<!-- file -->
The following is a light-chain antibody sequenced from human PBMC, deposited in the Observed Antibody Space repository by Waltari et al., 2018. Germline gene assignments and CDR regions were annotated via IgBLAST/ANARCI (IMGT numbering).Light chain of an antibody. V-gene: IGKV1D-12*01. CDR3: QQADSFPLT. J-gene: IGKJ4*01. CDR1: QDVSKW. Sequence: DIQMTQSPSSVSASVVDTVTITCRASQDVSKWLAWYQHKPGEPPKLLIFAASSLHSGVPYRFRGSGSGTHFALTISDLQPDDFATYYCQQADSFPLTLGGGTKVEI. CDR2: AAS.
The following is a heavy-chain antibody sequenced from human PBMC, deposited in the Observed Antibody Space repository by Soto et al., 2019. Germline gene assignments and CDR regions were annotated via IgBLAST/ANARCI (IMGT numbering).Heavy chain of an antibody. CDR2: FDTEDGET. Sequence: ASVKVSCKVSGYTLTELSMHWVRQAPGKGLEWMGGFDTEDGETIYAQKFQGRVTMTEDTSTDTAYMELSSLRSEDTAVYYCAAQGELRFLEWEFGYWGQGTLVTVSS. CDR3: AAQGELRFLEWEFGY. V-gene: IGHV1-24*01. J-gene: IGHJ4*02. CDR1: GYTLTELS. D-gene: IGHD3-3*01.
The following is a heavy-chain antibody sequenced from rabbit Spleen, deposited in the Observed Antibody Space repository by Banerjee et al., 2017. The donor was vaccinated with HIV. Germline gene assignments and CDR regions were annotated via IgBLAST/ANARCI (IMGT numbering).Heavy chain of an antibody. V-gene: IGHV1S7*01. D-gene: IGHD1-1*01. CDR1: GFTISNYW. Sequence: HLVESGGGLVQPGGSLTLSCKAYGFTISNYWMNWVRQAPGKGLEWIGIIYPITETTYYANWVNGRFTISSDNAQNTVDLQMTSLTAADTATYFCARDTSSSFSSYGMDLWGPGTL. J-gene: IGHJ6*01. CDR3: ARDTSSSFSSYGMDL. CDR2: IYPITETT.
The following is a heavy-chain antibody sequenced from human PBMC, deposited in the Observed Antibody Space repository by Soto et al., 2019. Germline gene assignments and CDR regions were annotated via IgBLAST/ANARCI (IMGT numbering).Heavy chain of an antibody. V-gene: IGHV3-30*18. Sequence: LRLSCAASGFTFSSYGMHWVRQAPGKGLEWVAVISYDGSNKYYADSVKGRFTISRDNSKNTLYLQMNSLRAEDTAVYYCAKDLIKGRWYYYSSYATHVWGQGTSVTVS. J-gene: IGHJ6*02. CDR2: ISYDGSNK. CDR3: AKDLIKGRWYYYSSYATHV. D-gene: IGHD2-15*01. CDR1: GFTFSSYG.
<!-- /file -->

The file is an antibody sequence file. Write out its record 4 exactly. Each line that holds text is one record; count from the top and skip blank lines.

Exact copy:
The following is a heavy-chain antibody sequenced from human PBMC, deposited in the Observed Antibody Space repository by Soto et al., 2019. Germline gene assignments and CDR regions were annotated via IgBLAST/ANARCI (IMGT numbering).Heavy chain of an antibody. V-gene: IGHV3-30*18. Sequence: LRLSCAASGFTFSSYGMHWVRQAPGKGLEWVAVISYDGSNKYYADSVKGRFTISRDNSKNTLYLQMNSLRAEDTAVYYCAKDLIKGRWYYYSSYATHVWGQGTSVTVS. J-gene: IGHJ6*02. CDR2: ISYDGSNK. CDR3: AKDLIKGRWYYYSSYATHV. D-gene: IGHD2-15*01. CDR1: GFTFSSYG.